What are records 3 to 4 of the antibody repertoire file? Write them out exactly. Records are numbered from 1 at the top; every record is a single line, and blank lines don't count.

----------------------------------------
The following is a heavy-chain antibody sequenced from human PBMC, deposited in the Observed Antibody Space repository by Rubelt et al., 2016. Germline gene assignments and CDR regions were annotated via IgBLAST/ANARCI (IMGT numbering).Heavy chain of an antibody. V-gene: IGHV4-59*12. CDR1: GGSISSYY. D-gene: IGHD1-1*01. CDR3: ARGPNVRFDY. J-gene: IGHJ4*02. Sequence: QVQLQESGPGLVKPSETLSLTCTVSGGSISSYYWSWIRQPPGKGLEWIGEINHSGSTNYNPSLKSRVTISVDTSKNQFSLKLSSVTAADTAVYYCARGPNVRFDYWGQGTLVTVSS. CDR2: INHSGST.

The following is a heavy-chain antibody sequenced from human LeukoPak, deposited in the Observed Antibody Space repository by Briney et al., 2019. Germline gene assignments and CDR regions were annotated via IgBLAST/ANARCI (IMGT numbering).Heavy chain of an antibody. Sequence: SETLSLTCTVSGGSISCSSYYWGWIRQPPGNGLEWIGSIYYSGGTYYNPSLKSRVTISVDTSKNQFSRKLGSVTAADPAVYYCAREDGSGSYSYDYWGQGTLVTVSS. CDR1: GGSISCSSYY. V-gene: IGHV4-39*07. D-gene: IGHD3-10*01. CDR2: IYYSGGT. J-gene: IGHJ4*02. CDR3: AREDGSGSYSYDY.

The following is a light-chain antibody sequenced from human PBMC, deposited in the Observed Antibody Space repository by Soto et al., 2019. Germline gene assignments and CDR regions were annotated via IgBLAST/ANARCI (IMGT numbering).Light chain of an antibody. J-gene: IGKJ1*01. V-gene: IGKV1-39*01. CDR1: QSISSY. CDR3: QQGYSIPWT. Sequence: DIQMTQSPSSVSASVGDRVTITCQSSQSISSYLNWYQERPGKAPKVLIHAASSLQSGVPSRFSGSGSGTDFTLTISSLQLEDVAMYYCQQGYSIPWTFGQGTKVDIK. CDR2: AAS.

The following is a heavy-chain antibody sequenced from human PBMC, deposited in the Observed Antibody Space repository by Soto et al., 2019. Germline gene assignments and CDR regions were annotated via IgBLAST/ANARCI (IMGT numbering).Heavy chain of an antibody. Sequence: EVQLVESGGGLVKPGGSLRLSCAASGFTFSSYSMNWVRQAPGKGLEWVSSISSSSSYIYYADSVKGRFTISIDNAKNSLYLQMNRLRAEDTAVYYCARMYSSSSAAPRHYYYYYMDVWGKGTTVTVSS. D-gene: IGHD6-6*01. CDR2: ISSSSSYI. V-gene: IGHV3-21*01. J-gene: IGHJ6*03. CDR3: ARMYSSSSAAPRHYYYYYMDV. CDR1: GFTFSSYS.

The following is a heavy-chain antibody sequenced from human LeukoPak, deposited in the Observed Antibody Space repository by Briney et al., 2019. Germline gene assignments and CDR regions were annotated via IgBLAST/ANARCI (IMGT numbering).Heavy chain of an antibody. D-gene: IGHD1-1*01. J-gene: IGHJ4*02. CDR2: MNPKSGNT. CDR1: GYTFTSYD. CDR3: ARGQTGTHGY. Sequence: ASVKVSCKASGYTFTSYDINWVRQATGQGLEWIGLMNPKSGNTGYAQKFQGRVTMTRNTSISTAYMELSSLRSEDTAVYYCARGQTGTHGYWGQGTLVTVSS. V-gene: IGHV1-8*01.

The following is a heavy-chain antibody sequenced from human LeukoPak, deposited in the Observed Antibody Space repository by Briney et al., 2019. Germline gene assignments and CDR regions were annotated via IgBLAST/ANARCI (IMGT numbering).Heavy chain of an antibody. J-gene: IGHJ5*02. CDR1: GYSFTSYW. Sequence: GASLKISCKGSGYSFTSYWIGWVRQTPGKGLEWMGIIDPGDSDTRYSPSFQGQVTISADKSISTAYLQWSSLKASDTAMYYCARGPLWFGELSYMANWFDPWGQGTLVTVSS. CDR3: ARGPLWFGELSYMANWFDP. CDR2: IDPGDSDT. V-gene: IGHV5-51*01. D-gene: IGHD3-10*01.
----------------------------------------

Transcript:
The following is a light-chain antibody sequenced from human PBMC, deposited in the Observed Antibody Space repository by Soto et al., 2019. Germline gene assignments and CDR regions were annotated via IgBLAST/ANARCI (IMGT numbering).Light chain of an antibody. J-gene: IGKJ1*01. V-gene: IGKV1-39*01. CDR1: QSISSY. CDR3: QQGYSIPWT. Sequence: DIQMTQSPSSVSASVGDRVTITCQSSQSISSYLNWYQERPGKAPKVLIHAASSLQSGVPSRFSGSGSGTDFTLTISSLQLEDVAMYYCQQGYSIPWTFGQGTKVDIK. CDR2: AAS.

The following is a heavy-chain antibody sequenced from human PBMC, deposited in the Observed Antibody Space repository by Soto et al., 2019. Germline gene assignments and CDR regions were annotated via IgBLAST/ANARCI (IMGT numbering).Heavy chain of an antibody. Sequence: EVQLVESGGGLVKPGGSLRLSCAASGFTFSSYSMNWVRQAPGKGLEWVSSISSSSSYIYYADSVKGRFTISIDNAKNSLYLQMNRLRAEDTAVYYCARMYSSSSAAPRHYYYYYMDVWGKGTTVTVSS. D-gene: IGHD6-6*01. CDR2: ISSSSSYI. V-gene: IGHV3-21*01. J-gene: IGHJ6*03. CDR3: ARMYSSSSAAPRHYYYYYMDV. CDR1: GFTFSSYS.